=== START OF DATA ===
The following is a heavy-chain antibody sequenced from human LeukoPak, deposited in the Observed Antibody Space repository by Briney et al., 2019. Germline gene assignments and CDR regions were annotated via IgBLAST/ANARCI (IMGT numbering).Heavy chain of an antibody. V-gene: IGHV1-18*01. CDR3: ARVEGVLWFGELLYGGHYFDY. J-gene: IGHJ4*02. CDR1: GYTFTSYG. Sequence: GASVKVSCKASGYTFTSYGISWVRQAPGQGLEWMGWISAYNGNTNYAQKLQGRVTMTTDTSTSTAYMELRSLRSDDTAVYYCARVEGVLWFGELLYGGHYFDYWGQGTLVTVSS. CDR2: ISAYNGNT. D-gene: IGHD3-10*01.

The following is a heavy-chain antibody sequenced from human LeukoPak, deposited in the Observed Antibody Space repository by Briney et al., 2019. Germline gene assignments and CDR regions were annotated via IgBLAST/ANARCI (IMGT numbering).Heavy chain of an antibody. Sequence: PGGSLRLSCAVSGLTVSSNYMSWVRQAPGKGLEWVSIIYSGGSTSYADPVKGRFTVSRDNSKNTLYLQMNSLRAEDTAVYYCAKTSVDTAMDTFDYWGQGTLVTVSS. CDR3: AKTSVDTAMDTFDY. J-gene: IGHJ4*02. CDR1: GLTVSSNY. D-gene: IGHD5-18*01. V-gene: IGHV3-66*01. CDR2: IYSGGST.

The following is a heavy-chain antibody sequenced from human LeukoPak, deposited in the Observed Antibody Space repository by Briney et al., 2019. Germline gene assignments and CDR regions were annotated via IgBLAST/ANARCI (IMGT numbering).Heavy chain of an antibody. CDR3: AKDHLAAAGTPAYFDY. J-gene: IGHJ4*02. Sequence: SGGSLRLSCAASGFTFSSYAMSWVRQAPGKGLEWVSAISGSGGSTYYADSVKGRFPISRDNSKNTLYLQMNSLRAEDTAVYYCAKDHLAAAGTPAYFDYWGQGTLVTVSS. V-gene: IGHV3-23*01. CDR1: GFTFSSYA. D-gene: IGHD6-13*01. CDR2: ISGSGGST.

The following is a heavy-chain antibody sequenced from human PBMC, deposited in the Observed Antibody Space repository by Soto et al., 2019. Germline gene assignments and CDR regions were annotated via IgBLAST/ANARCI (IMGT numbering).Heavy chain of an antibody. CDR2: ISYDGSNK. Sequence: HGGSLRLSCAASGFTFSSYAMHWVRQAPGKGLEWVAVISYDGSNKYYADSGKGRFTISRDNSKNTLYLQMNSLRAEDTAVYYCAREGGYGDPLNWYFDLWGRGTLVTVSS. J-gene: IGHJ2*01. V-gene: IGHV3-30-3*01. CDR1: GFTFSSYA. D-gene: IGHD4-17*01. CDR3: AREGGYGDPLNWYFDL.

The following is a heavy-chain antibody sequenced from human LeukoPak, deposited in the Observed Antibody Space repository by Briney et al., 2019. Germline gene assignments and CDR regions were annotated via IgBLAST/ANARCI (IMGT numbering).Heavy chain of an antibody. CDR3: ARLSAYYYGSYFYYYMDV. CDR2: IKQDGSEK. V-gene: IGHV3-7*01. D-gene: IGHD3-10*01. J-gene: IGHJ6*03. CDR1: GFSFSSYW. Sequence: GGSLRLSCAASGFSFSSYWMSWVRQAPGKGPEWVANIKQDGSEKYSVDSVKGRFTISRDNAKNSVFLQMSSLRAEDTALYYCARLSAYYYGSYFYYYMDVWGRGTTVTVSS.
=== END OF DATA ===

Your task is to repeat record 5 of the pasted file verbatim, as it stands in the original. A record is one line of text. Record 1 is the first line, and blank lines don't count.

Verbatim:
The following is a heavy-chain antibody sequenced from human LeukoPak, deposited in the Observed Antibody Space repository by Briney et al., 2019. Germline gene assignments and CDR regions were annotated via IgBLAST/ANARCI (IMGT numbering).Heavy chain of an antibody. CDR3: ARLSAYYYGSYFYYYMDV. CDR2: IKQDGSEK. V-gene: IGHV3-7*01. D-gene: IGHD3-10*01. J-gene: IGHJ6*03. CDR1: GFSFSSYW. Sequence: GGSLRLSCAASGFSFSSYWMSWVRQAPGKGPEWVANIKQDGSEKYSVDSVKGRFTISRDNAKNSVFLQMSSLRAEDTALYYCARLSAYYYGSYFYYYMDVWGRGTTVTVSS.